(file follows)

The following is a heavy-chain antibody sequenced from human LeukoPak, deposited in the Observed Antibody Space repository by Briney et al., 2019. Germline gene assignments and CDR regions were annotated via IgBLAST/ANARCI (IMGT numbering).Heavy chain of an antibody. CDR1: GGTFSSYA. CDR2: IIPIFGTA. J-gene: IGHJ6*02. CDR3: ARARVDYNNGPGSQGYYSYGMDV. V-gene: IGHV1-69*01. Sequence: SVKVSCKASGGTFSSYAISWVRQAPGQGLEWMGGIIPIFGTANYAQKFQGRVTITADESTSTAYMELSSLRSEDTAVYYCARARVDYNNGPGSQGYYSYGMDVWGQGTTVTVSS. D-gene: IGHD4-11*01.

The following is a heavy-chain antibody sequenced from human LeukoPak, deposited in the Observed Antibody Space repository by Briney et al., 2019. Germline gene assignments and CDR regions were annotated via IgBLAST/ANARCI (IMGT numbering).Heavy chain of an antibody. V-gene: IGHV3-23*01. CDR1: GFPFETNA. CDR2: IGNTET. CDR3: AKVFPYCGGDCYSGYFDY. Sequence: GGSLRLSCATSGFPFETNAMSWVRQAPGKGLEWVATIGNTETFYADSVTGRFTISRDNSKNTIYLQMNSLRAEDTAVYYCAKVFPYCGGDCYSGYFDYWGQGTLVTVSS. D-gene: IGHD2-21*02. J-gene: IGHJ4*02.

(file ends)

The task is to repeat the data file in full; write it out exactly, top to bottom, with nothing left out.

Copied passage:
The following is a heavy-chain antibody sequenced from human LeukoPak, deposited in the Observed Antibody Space repository by Briney et al., 2019. Germline gene assignments and CDR regions were annotated via IgBLAST/ANARCI (IMGT numbering).Heavy chain of an antibody. CDR1: GGTFSSYA. CDR2: IIPIFGTA. J-gene: IGHJ6*02. CDR3: ARARVDYNNGPGSQGYYSYGMDV. V-gene: IGHV1-69*01. Sequence: SVKVSCKASGGTFSSYAISWVRQAPGQGLEWMGGIIPIFGTANYAQKFQGRVTITADESTSTAYMELSSLRSEDTAVYYCARARVDYNNGPGSQGYYSYGMDVWGQGTTVTVSS. D-gene: IGHD4-11*01.

The following is a heavy-chain antibody sequenced from human LeukoPak, deposited in the Observed Antibody Space repository by Briney et al., 2019. Germline gene assignments and CDR regions were annotated via IgBLAST/ANARCI (IMGT numbering).Heavy chain of an antibody. V-gene: IGHV3-23*01. CDR1: GFPFETNA. CDR2: IGNTET. CDR3: AKVFPYCGGDCYSGYFDY. Sequence: GGSLRLSCATSGFPFETNAMSWVRQAPGKGLEWVATIGNTETFYADSVTGRFTISRDNSKNTIYLQMNSLRAEDTAVYYCAKVFPYCGGDCYSGYFDYWGQGTLVTVSS. D-gene: IGHD2-21*02. J-gene: IGHJ4*02.